While I am trying to lead my church toward becoming more missional, I believe a church can easily go too far in attempting to reach culture. At some point we must draw a line, or else the church will lose its distinctiveness. Gibbs and Bolger voice this concern when they write: “Emerging churches face a formidable task as they endeavor to distinguish between the parts of church life that are rooted in modern culture, to be discarded, and the parts that are gospel needing to be maintained. If the emerging church errs in regard to culture, the church dies, but if it gets the gospel wrong, it loses its identity” (italics mine).12
Other aspects of the movement that people often criticize (and which I also have concerns) include the acceptance of the postmodernism view of truth. Emerging churches, as they own the postmodern thought in which they swim, value experiencing reality over and above knowing reality. This leads to a lack of resolve concerning some doctrinal issues. Whether it is a vagueness on the doctrine of hell, or unorthodox positions on the Cross and salvation (which affects their view of evangelism), or the virtual acceptance of universalism, I believe their hesitancy with dogma, doctrine, or creedal Christianity, and the emphasis on orthopraxy over and above orthodoxy, can lead to some troubling doctrinal positions. Furthermore, their focus on the ministry of Jesus, the kingdom of God, and narrative devalues Pauline theology (and systematic theology) to a secondary role — something which in my opinion leads to an unbalanced theology.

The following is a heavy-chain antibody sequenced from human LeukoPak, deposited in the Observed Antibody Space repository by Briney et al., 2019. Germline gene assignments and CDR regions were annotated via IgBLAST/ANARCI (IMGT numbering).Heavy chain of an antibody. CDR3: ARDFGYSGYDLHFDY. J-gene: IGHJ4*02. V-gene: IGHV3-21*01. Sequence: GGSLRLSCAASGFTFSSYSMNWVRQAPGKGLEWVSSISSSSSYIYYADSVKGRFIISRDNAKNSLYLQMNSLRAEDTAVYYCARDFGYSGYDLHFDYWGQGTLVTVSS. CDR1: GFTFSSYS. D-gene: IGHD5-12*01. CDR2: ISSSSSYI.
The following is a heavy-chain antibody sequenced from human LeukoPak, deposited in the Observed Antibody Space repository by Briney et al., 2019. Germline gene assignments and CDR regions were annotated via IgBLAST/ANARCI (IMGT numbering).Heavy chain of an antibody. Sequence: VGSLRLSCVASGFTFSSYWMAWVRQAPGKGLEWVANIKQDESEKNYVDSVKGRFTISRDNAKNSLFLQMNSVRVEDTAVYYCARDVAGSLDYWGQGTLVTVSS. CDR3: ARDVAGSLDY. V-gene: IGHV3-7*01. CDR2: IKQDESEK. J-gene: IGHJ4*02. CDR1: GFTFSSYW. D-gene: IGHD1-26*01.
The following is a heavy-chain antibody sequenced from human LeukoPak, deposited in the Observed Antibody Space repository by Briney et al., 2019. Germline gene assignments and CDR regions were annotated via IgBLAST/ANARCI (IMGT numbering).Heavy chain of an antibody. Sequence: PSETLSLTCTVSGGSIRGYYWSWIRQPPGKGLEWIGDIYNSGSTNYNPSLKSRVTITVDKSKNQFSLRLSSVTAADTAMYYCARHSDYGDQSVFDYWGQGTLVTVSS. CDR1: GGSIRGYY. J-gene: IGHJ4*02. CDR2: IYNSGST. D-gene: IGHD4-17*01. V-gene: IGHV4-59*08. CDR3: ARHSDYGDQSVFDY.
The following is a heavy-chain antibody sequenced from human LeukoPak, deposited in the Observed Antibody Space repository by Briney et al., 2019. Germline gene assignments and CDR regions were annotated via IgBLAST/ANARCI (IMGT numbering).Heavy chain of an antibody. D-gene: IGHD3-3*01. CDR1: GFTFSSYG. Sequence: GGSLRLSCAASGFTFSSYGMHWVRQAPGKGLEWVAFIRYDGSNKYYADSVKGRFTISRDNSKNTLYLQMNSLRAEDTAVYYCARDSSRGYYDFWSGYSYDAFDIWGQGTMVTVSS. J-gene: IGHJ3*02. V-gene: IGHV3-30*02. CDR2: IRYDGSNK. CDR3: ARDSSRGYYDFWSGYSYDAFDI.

Another difficulty for me is the left-leaning politics of many in the emerging church. While those in the emerging culture rightfully warn against the evangelical association with the right in politics, they fall into the same trap by identifying themselves with the left. The church must be the conscience of the state; and, when we disregard this role under the guise of reaching our culture, we abandon our prophetic responsibilities. It is my opinion that we must at times be countercultural. This may not sit well with postmodern sensibilities, but it is part of the church’s calling. History has taught us this. Just look back to the church in Nazi Germany.